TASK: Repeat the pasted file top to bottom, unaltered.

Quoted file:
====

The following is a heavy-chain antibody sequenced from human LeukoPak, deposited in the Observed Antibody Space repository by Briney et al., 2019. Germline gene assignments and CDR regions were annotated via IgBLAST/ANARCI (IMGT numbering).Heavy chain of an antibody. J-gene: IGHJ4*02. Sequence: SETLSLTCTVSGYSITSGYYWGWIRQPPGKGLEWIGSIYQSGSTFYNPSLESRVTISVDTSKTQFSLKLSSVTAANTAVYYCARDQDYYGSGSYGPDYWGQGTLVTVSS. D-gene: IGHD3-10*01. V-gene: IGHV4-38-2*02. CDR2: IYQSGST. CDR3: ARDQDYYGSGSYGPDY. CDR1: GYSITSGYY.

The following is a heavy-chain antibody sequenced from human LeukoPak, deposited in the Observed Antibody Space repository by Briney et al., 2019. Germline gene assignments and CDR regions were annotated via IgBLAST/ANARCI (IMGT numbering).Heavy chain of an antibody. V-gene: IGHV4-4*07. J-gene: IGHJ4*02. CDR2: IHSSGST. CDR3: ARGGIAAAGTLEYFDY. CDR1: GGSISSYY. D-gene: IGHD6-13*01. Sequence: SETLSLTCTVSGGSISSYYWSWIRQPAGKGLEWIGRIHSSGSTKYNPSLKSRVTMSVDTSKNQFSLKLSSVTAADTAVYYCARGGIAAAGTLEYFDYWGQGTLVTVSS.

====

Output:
The following is a heavy-chain antibody sequenced from human LeukoPak, deposited in the Observed Antibody Space repository by Briney et al., 2019. Germline gene assignments and CDR regions were annotated via IgBLAST/ANARCI (IMGT numbering).Heavy chain of an antibody. J-gene: IGHJ4*02. Sequence: SETLSLTCTVSGYSITSGYYWGWIRQPPGKGLEWIGSIYQSGSTFYNPSLESRVTISVDTSKTQFSLKLSSVTAANTAVYYCARDQDYYGSGSYGPDYWGQGTLVTVSS. D-gene: IGHD3-10*01. V-gene: IGHV4-38-2*02. CDR2: IYQSGST. CDR3: ARDQDYYGSGSYGPDY. CDR1: GYSITSGYY.

The following is a heavy-chain antibody sequenced from human LeukoPak, deposited in the Observed Antibody Space repository by Briney et al., 2019. Germline gene assignments and CDR regions were annotated via IgBLAST/ANARCI (IMGT numbering).Heavy chain of an antibody. V-gene: IGHV4-4*07. J-gene: IGHJ4*02. CDR2: IHSSGST. CDR3: ARGGIAAAGTLEYFDY. CDR1: GGSISSYY. D-gene: IGHD6-13*01. Sequence: SETLSLTCTVSGGSISSYYWSWIRQPAGKGLEWIGRIHSSGSTKYNPSLKSRVTMSVDTSKNQFSLKLSSVTAADTAVYYCARGGIAAAGTLEYFDYWGQGTLVTVSS.